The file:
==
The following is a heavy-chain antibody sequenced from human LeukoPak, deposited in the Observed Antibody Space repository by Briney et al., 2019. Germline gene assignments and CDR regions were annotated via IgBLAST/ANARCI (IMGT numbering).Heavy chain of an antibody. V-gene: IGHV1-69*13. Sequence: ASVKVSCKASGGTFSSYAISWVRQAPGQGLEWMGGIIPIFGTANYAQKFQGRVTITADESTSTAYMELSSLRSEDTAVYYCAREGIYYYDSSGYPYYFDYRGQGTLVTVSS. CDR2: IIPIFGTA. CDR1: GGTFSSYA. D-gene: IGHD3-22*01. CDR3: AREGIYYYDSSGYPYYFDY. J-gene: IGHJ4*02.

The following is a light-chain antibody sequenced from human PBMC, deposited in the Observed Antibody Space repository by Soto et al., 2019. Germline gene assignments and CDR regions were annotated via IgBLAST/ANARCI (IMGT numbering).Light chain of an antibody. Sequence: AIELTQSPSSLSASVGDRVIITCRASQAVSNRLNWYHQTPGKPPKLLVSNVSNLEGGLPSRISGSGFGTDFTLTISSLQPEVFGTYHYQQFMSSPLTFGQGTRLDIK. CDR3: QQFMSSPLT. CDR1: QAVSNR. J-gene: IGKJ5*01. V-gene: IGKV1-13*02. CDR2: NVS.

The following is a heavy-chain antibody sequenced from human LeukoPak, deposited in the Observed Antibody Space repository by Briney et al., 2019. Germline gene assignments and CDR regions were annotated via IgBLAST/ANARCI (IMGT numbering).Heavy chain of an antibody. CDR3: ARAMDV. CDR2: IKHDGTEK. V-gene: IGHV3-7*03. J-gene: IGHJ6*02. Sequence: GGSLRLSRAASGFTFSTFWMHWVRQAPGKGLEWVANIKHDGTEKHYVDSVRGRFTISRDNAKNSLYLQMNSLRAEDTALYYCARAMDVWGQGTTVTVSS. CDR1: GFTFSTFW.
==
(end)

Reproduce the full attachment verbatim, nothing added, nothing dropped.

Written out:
The following is a heavy-chain antibody sequenced from human LeukoPak, deposited in the Observed Antibody Space repository by Briney et al., 2019. Germline gene assignments and CDR regions were annotated via IgBLAST/ANARCI (IMGT numbering).Heavy chain of an antibody. V-gene: IGHV1-69*13. Sequence: ASVKVSCKASGGTFSSYAISWVRQAPGQGLEWMGGIIPIFGTANYAQKFQGRVTITADESTSTAYMELSSLRSEDTAVYYCAREGIYYYDSSGYPYYFDYRGQGTLVTVSS. CDR2: IIPIFGTA. CDR1: GGTFSSYA. D-gene: IGHD3-22*01. CDR3: AREGIYYYDSSGYPYYFDY. J-gene: IGHJ4*02.

The following is a light-chain antibody sequenced from human PBMC, deposited in the Observed Antibody Space repository by Soto et al., 2019. Germline gene assignments and CDR regions were annotated via IgBLAST/ANARCI (IMGT numbering).Light chain of an antibody. Sequence: AIELTQSPSSLSASVGDRVIITCRASQAVSNRLNWYHQTPGKPPKLLVSNVSNLEGGLPSRISGSGFGTDFTLTISSLQPEVFGTYHYQQFMSSPLTFGQGTRLDIK. CDR3: QQFMSSPLT. CDR1: QAVSNR. J-gene: IGKJ5*01. V-gene: IGKV1-13*02. CDR2: NVS.

The following is a heavy-chain antibody sequenced from human LeukoPak, deposited in the Observed Antibody Space repository by Briney et al., 2019. Germline gene assignments and CDR regions were annotated via IgBLAST/ANARCI (IMGT numbering).Heavy chain of an antibody. CDR3: ARAMDV. CDR2: IKHDGTEK. V-gene: IGHV3-7*03. J-gene: IGHJ6*02. Sequence: GGSLRLSRAASGFTFSTFWMHWVRQAPGKGLEWVANIKHDGTEKHYVDSVRGRFTISRDNAKNSLYLQMNSLRAEDTALYYCARAMDVWGQGTTVTVSS. CDR1: GFTFSTFW.